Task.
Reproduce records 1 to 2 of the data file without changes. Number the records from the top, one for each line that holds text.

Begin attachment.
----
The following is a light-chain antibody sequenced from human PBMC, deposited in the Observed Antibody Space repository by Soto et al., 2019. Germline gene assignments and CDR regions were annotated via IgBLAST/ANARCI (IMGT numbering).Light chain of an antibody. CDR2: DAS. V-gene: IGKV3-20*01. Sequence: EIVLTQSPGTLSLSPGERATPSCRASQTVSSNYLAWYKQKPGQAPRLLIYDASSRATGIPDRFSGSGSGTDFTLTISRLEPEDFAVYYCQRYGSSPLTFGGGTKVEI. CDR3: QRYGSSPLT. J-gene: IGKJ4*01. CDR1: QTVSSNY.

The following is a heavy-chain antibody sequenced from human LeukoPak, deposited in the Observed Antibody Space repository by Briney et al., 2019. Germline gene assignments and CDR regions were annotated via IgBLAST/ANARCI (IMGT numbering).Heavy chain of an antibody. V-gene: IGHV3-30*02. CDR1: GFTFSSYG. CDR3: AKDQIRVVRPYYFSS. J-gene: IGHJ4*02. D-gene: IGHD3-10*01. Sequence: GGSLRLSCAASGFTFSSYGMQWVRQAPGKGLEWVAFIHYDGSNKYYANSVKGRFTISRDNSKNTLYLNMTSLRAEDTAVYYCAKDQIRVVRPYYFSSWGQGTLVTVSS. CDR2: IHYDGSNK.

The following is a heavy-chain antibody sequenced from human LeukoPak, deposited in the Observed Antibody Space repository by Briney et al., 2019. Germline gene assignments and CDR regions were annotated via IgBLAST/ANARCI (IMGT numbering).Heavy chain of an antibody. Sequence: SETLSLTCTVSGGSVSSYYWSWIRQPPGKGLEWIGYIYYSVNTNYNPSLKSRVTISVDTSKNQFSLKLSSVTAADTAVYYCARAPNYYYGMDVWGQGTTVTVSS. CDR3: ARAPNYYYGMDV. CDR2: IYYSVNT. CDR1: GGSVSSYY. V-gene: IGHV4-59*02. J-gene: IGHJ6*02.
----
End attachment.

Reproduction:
The following is a light-chain antibody sequenced from human PBMC, deposited in the Observed Antibody Space repository by Soto et al., 2019. Germline gene assignments and CDR regions were annotated via IgBLAST/ANARCI (IMGT numbering).Light chain of an antibody. CDR2: DAS. V-gene: IGKV3-20*01. Sequence: EIVLTQSPGTLSLSPGERATPSCRASQTVSSNYLAWYKQKPGQAPRLLIYDASSRATGIPDRFSGSGSGTDFTLTISRLEPEDFAVYYCQRYGSSPLTFGGGTKVEI. CDR3: QRYGSSPLT. J-gene: IGKJ4*01. CDR1: QTVSSNY.

The following is a heavy-chain antibody sequenced from human LeukoPak, deposited in the Observed Antibody Space repository by Briney et al., 2019. Germline gene assignments and CDR regions were annotated via IgBLAST/ANARCI (IMGT numbering).Heavy chain of an antibody. V-gene: IGHV3-30*02. CDR1: GFTFSSYG. CDR3: AKDQIRVVRPYYFSS. J-gene: IGHJ4*02. D-gene: IGHD3-10*01. Sequence: GGSLRLSCAASGFTFSSYGMQWVRQAPGKGLEWVAFIHYDGSNKYYANSVKGRFTISRDNSKNTLYLNMTSLRAEDTAVYYCAKDQIRVVRPYYFSSWGQGTLVTVSS. CDR2: IHYDGSNK.